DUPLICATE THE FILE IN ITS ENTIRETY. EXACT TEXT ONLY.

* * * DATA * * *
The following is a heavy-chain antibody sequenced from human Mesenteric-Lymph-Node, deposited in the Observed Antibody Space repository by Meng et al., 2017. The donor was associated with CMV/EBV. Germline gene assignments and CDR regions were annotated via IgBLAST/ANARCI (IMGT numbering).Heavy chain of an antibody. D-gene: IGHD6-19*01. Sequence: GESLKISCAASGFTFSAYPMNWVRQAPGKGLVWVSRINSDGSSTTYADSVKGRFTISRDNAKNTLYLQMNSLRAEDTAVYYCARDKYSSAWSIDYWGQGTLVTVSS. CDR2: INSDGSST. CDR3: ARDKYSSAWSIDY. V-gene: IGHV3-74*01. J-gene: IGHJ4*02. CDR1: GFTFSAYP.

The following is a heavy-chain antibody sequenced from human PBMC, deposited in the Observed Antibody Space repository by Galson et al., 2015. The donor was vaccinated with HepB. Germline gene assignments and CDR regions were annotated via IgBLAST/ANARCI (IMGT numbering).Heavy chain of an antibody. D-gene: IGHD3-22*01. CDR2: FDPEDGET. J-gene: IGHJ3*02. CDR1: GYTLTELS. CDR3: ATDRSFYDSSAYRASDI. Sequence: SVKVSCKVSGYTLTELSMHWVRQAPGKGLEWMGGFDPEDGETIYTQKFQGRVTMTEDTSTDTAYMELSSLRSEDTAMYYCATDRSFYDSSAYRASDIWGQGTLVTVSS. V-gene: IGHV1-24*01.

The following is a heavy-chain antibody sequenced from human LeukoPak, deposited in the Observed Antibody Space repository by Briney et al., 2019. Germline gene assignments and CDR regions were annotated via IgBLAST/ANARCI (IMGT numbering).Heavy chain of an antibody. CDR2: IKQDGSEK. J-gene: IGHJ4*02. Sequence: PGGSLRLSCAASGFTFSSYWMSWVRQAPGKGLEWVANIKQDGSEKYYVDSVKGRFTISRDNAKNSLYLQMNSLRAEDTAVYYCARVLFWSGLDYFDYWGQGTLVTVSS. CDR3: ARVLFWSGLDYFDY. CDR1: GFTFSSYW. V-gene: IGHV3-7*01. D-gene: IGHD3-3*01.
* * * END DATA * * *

The following is a heavy-chain antibody sequenced from human Mesenteric-Lymph-Node, deposited in the Observed Antibody Space repository by Meng et al., 2017. The donor was associated with CMV/EBV. Germline gene assignments and CDR regions were annotated via IgBLAST/ANARCI (IMGT numbering).Heavy chain of an antibody. D-gene: IGHD6-19*01. Sequence: GESLKISCAASGFTFSAYPMNWVRQAPGKGLVWVSRINSDGSSTTYADSVKGRFTISRDNAKNTLYLQMNSLRAEDTAVYYCARDKYSSAWSIDYWGQGTLVTVSS. CDR2: INSDGSST. CDR3: ARDKYSSAWSIDY. V-gene: IGHV3-74*01. J-gene: IGHJ4*02. CDR1: GFTFSAYP.

The following is a heavy-chain antibody sequenced from human PBMC, deposited in the Observed Antibody Space repository by Galson et al., 2015. The donor was vaccinated with HepB. Germline gene assignments and CDR regions were annotated via IgBLAST/ANARCI (IMGT numbering).Heavy chain of an antibody. D-gene: IGHD3-22*01. CDR2: FDPEDGET. J-gene: IGHJ3*02. CDR1: GYTLTELS. CDR3: ATDRSFYDSSAYRASDI. Sequence: SVKVSCKVSGYTLTELSMHWVRQAPGKGLEWMGGFDPEDGETIYTQKFQGRVTMTEDTSTDTAYMELSSLRSEDTAMYYCATDRSFYDSSAYRASDIWGQGTLVTVSS. V-gene: IGHV1-24*01.

The following is a heavy-chain antibody sequenced from human LeukoPak, deposited in the Observed Antibody Space repository by Briney et al., 2019. Germline gene assignments and CDR regions were annotated via IgBLAST/ANARCI (IMGT numbering).Heavy chain of an antibody. CDR2: IKQDGSEK. J-gene: IGHJ4*02. Sequence: PGGSLRLSCAASGFTFSSYWMSWVRQAPGKGLEWVANIKQDGSEKYYVDSVKGRFTISRDNAKNSLYLQMNSLRAEDTAVYYCARVLFWSGLDYFDYWGQGTLVTVSS. CDR3: ARVLFWSGLDYFDY. CDR1: GFTFSSYW. V-gene: IGHV3-7*01. D-gene: IGHD3-3*01.